This store provides many specialty items that make memorable souvenirs or gifts. You can buy a wide variety of Canadian crafts and reproduction items that are made by Village artisans. These include tinware, yarn, blankets, dinnerware, toys, and clothes. There is a huge line of books on heritage themes and craft techniques. The food items for sale include teas, spices, jams, marinades, fresh Village bread, and Cheddar cheese made in Upper Canada Village.

THE HERITAGE BUILDINGS

If you follow your nose, it will likely lead you to the Bakery, where freshly baked bread is made twice a day in red brick ovens. They use flour ground from Bellamy’s Steam Flour Mills. The steam-powered machinery there allows the mill to produce flour throughout the year. If food is what you’re after, the Union Cheese Factory is a neat place to visit and see how cheese was made for co-ops of farmers.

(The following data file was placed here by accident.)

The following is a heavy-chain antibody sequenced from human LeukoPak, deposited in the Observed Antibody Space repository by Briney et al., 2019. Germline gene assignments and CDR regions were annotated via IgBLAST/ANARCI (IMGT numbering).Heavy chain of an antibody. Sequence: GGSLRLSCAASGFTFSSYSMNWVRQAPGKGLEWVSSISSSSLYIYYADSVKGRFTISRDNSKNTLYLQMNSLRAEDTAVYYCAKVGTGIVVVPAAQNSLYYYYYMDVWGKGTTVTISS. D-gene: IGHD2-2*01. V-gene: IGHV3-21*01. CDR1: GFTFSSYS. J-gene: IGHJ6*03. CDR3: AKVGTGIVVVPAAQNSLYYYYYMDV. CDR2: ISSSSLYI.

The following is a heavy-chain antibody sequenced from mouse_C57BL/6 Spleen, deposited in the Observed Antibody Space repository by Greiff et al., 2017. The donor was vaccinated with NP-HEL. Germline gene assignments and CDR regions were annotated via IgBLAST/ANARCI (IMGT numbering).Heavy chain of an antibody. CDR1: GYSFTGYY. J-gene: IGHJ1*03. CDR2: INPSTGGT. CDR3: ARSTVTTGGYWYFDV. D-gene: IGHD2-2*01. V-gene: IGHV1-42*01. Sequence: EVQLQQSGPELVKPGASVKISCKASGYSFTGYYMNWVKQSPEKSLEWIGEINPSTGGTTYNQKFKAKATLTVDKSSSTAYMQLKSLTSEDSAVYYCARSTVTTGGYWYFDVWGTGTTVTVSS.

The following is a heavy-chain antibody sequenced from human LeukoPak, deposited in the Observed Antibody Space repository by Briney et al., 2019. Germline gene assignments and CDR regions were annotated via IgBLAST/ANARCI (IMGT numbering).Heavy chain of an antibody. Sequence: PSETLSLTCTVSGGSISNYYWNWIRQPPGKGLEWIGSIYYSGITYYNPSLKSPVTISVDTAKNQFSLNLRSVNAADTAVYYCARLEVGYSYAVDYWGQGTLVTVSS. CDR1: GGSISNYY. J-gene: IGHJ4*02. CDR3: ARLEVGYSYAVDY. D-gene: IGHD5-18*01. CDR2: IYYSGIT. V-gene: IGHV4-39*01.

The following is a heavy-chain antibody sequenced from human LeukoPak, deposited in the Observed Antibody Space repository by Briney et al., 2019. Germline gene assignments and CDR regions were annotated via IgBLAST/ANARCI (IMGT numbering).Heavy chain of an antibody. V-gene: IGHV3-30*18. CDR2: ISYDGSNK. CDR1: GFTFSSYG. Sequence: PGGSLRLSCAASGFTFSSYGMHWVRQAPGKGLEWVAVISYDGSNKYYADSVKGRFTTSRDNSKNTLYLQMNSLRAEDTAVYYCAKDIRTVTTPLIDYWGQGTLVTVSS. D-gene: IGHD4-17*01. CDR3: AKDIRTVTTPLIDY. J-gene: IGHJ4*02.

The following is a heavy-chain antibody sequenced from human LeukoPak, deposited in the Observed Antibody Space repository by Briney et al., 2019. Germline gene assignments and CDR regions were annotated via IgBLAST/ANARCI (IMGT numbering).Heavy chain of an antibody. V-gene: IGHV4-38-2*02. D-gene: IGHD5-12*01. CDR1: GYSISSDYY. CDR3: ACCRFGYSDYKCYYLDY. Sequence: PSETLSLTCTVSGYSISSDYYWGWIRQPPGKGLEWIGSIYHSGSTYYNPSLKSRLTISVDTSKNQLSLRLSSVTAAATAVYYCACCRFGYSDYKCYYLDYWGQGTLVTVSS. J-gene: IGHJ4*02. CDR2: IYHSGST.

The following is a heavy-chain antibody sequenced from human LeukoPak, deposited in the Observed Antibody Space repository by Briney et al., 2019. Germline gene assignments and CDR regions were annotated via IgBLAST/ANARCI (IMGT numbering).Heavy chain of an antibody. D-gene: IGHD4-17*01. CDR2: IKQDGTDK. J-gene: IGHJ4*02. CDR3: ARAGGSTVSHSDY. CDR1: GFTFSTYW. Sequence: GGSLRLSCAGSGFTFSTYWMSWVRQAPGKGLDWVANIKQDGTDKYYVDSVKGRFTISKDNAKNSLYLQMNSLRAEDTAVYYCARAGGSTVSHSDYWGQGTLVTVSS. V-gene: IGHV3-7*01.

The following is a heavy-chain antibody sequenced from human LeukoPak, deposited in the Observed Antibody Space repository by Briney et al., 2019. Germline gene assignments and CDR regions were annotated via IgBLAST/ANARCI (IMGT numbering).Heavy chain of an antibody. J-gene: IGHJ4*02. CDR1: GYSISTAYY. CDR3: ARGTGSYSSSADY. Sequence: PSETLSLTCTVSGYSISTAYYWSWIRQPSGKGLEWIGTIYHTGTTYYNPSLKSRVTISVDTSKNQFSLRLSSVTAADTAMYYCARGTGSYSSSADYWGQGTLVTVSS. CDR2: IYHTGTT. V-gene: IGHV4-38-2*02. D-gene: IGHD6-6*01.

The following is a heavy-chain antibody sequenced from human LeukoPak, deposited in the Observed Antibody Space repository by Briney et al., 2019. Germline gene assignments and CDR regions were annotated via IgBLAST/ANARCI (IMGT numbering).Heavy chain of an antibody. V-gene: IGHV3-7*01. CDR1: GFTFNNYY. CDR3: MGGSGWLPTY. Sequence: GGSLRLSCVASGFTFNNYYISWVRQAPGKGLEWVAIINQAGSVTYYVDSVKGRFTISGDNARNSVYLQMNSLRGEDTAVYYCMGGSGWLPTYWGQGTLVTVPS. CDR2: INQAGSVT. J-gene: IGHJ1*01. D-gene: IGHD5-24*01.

Beach’s Sawmill provides all the wood requirements for the village and was usually the first public building built in a pioneer community. The sawmill still produces planks (> 2 inches) or boards (< 2 inches) for use in the Village and for public sale. Blankets and textile goods are made at Asselstine’s Woolen Factory, a small water-powered woolen mill and factory that cleaned and carded wool, spun it into yarn, then wove and folded cloth.

Tradespeople in Upper Canada Village are represented by:

  • the Blacksmith, who made agricultural tools, shoed horses, and repaired and made transportation items like wagons and carriages.